This is a timely proposition with the running thread on varying exercises daily, which in practice is exactly what this would do. Training days named by deadlift or squat exercise and its variant I or D. The plan would simply be using the menus below in sequence, with a Cluster Set approach for dynamic training. Looks clunky on paper, but is using the same basic approach I've been using for years in terms of exercise selection, with a little shuffling to keep isometric versions in the lead-off slots. The other possibility would be to pair Iso and dynamic primary/assistance lifts/holds on the same day, creating a true push/pull, upper/lower "split". This actually makes more sense to me from an "explain your reasoning" POV (does it really make sense to use an isometric leg extension and follow it with a loaded Good Morning?).

The one approach assumes a solid stand-alone response for each lift and hold, and you just need to fit it in with the least accumulated fatigue. The other kicks it in the butt.

Incomprehensible string of charts to follow.

Traditional sequence -

Squat I:
Squat..........................I
overhead press......I
Mule kick.................D
One arm row..........D
Crunch......................I
Tricep extension....D

Deadlift I:
Deadlift.....................I
High pull...................I
Sissy Squat..............D
Loaded pushup......D
Leg raise...................I
Curl............................D

Squat D:
Hamstring curl.......I
Crossover row.......I
Skatersquat............D
overhead press......D
Crunch......................D
Tricep extension...I

Deadlift D:
Leg extension.........I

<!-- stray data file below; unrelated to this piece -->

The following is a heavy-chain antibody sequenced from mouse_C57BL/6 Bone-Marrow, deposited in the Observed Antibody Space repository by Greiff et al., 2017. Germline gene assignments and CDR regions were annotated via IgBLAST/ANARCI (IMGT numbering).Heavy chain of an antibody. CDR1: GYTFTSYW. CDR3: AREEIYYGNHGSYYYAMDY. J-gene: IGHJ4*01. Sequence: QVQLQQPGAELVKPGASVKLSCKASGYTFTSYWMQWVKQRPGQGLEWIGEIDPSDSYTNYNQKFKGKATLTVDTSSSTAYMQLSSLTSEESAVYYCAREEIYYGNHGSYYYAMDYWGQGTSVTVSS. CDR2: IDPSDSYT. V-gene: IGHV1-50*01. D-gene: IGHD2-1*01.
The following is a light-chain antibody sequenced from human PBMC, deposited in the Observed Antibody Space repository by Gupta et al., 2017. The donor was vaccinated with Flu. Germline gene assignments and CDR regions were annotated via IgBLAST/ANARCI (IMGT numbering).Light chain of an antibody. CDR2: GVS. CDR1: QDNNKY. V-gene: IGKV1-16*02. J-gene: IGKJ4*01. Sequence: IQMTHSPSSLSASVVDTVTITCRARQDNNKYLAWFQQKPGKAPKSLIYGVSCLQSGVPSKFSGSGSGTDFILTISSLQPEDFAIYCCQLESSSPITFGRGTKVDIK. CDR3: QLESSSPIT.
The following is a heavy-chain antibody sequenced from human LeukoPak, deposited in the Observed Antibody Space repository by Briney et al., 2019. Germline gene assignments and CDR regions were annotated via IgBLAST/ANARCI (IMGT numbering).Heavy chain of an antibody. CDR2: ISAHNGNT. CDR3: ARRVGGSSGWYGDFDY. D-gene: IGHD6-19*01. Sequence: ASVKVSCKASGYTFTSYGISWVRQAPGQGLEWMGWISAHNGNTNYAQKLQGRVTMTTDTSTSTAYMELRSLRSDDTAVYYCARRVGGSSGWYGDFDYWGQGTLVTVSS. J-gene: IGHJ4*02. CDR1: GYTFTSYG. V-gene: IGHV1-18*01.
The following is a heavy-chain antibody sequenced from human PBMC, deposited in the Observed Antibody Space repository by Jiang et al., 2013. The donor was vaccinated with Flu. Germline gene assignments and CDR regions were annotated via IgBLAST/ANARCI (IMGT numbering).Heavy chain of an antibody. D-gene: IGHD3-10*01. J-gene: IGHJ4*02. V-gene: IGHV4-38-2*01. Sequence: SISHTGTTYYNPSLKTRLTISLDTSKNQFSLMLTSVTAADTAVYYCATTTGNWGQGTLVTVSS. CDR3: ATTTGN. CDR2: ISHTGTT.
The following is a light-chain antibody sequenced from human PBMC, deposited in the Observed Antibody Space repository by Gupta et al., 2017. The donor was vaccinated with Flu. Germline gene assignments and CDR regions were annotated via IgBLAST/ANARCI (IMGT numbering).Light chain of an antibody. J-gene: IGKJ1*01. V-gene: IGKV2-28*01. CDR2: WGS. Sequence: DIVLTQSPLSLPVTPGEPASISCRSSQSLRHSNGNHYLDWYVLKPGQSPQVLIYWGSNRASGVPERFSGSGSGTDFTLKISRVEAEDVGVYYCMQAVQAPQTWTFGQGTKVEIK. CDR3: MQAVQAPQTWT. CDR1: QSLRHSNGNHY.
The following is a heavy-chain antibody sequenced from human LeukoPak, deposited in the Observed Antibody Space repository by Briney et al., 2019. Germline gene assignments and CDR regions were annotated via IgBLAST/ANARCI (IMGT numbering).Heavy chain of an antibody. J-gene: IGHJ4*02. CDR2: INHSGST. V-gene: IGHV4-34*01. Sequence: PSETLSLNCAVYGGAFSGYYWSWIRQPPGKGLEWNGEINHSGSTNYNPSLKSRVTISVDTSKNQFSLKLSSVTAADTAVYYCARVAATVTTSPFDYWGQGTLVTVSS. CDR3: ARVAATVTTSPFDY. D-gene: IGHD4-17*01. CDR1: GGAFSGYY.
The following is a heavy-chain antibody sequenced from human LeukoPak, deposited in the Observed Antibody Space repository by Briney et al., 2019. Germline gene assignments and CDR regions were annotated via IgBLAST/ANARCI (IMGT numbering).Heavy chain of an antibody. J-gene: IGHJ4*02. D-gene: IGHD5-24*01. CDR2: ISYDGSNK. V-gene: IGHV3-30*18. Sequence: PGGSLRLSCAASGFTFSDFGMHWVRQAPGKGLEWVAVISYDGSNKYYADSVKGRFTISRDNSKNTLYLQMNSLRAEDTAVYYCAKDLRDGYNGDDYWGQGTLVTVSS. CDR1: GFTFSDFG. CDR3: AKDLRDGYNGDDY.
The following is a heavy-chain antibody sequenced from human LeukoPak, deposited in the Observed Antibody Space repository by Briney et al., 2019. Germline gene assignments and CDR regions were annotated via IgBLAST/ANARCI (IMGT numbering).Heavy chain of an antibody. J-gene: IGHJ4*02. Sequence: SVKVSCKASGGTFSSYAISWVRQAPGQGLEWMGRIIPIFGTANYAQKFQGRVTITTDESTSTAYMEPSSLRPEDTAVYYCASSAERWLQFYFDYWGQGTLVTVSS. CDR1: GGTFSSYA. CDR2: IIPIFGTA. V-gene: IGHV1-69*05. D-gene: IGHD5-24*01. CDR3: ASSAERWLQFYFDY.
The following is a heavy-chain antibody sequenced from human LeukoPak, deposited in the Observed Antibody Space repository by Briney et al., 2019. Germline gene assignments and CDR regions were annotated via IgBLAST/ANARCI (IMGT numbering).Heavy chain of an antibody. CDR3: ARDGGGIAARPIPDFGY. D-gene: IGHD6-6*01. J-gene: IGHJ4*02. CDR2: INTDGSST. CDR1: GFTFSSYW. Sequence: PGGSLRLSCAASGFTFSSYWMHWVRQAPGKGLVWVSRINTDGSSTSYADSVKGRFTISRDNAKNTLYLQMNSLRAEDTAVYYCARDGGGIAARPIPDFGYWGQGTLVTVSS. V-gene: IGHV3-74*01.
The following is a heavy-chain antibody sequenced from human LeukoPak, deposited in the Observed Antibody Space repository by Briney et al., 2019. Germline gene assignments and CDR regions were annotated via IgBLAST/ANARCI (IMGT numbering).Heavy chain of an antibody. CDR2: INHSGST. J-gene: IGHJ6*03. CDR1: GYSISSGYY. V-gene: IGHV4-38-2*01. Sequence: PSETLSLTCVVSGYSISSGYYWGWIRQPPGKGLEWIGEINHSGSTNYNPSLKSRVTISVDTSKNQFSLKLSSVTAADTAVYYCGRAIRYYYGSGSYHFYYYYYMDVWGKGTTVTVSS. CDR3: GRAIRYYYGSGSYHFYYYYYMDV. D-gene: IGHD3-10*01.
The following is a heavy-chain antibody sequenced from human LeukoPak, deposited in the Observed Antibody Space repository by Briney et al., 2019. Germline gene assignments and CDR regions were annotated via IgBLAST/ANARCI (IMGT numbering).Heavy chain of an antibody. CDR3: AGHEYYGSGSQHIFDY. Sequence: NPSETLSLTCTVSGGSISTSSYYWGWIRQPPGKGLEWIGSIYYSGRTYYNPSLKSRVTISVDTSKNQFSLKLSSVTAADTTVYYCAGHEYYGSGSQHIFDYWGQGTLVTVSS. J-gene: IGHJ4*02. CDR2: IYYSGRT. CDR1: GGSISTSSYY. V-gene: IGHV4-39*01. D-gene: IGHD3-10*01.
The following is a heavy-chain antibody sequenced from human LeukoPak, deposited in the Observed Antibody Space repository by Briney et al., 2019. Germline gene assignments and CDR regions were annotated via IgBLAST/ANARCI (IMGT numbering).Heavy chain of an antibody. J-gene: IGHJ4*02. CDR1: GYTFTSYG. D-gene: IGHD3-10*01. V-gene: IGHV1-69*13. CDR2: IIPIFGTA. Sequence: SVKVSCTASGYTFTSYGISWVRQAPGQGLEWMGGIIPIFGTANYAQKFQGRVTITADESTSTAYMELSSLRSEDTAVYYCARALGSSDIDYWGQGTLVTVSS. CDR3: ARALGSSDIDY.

Bench Press............I
Good Morning.......D
High pull..................D
Leg extension.........D
Curl............................I
======================================
Push/pull, upper/lower -

Squat I:
Squat..........................I
High pull...................I
Sissy Squat..............D
One arm row..........D
Crunch......................I
Tricep extension....D

Deadlift I:
Deadlift.....................I
overhead press......I
Mule kick.................D
Loaded pushup......D
Leg raise...................I
Curl............................D

Squat D:
Leg extension.........I
Crossover row.......I
Skatersquat............D
High pull..................D
Crunch......................D
Tricep extension...I

Deadlift D:
Hamstring curl.......I
Bench Press............I
Good Morning.......D
overhead press......D
Leg extension.........D
Curl............................I
 

Bret S.

Level 8 Valued Member
The other possibility would be to pair Iso and dynamic primary/assistance lifts/holds on the same day, creating a true push/pull, upper/lower "split". This actually makes more sense to me from an "explain your reasoning" POV (does it really make sense to use an isometric leg extension and follow it with a loaded Good Morning?).
Hey Martin, just so I'm clear on this. If you were doing a push/pull, for example, using isometric on the pull and dynamic on the push would be the plan? I wonder if you were to start with isometric for a short time and then switch to Dynamic using the same movement what the effect would be. The muscle stimulus would be completely different than using one or the other?

Interesting stuff here
 

North Coast Miller

Level 8 Valued Member
Hey Martin, just so I'm clear on this. If you were doing a push/pull, for example, using isometric on the pull and dynamic on the push would be the plan? I wonder if you were to start with isometric for a short time and then switch to Dynamic using the same movement what the effect would be. The muscle stimulus would be completely different than using one or the other?

Interesting stuff here
For the push pull I'd be using an isometric primary or assistance hold followed by the dynamic compliment. Example would be isometric squat (primary) followed by dynamic sissy squat or hack squat (assistance). The flip of that day would be an isometric leg extension (assistance) followed by a dynamic skater squat (primary).

My usual is to alternate primary and assistance AND push pull. Training dynamically I'd pair a squat with a hamstring curl/loaded mule kick, or a deadlift with a leg extension. This gives consistent volume to everything in a whole body approach while giving the prime moving muscles a good bit of rest. It works great when using all dynamic, I'm just not sure if it makes sense with a combined iso/dynamic approach.